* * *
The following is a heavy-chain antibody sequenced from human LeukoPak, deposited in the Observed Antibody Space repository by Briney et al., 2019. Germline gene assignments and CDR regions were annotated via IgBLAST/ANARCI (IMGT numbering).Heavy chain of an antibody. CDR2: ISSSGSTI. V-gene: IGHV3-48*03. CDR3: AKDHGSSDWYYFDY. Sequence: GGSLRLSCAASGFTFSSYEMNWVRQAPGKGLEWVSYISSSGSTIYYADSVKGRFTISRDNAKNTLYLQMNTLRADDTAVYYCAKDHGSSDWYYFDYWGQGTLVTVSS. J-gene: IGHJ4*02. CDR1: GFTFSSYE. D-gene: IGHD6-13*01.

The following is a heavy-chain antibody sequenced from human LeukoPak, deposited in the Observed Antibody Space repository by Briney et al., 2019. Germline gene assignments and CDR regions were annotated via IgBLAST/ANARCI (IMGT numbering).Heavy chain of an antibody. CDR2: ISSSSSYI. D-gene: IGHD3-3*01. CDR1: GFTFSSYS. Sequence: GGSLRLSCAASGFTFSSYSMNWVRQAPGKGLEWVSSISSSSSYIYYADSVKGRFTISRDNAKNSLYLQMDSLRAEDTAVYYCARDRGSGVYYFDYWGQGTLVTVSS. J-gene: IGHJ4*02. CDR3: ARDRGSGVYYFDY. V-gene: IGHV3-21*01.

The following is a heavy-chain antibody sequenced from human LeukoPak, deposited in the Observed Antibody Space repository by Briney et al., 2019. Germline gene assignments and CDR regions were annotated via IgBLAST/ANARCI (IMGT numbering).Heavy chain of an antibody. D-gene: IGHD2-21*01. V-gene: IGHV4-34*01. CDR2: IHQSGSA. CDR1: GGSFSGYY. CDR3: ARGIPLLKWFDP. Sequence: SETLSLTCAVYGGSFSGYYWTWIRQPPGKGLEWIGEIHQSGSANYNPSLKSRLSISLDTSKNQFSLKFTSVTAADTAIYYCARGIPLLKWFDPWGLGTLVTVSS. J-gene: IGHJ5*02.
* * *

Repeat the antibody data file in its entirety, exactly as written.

The following is a heavy-chain antibody sequenced from human LeukoPak, deposited in the Observed Antibody Space repository by Briney et al., 2019. Germline gene assignments and CDR regions were annotated via IgBLAST/ANARCI (IMGT numbering).Heavy chain of an antibody. CDR2: ISSSGSTI. V-gene: IGHV3-48*03. CDR3: AKDHGSSDWYYFDY. Sequence: GGSLRLSCAASGFTFSSYEMNWVRQAPGKGLEWVSYISSSGSTIYYADSVKGRFTISRDNAKNTLYLQMNTLRADDTAVYYCAKDHGSSDWYYFDYWGQGTLVTVSS. J-gene: IGHJ4*02. CDR1: GFTFSSYE. D-gene: IGHD6-13*01.

The following is a heavy-chain antibody sequenced from human LeukoPak, deposited in the Observed Antibody Space repository by Briney et al., 2019. Germline gene assignments and CDR regions were annotated via IgBLAST/ANARCI (IMGT numbering).Heavy chain of an antibody. CDR2: ISSSSSYI. D-gene: IGHD3-3*01. CDR1: GFTFSSYS. Sequence: GGSLRLSCAASGFTFSSYSMNWVRQAPGKGLEWVSSISSSSSYIYYADSVKGRFTISRDNAKNSLYLQMDSLRAEDTAVYYCARDRGSGVYYFDYWGQGTLVTVSS. J-gene: IGHJ4*02. CDR3: ARDRGSGVYYFDY. V-gene: IGHV3-21*01.

The following is a heavy-chain antibody sequenced from human LeukoPak, deposited in the Observed Antibody Space repository by Briney et al., 2019. Germline gene assignments and CDR regions were annotated via IgBLAST/ANARCI (IMGT numbering).Heavy chain of an antibody. D-gene: IGHD2-21*01. V-gene: IGHV4-34*01. CDR2: IHQSGSA. CDR1: GGSFSGYY. CDR3: ARGIPLLKWFDP. Sequence: SETLSLTCAVYGGSFSGYYWTWIRQPPGKGLEWIGEIHQSGSANYNPSLKSRLSISLDTSKNQFSLKFTSVTAADTAIYYCARGIPLLKWFDPWGLGTLVTVSS. J-gene: IGHJ5*02.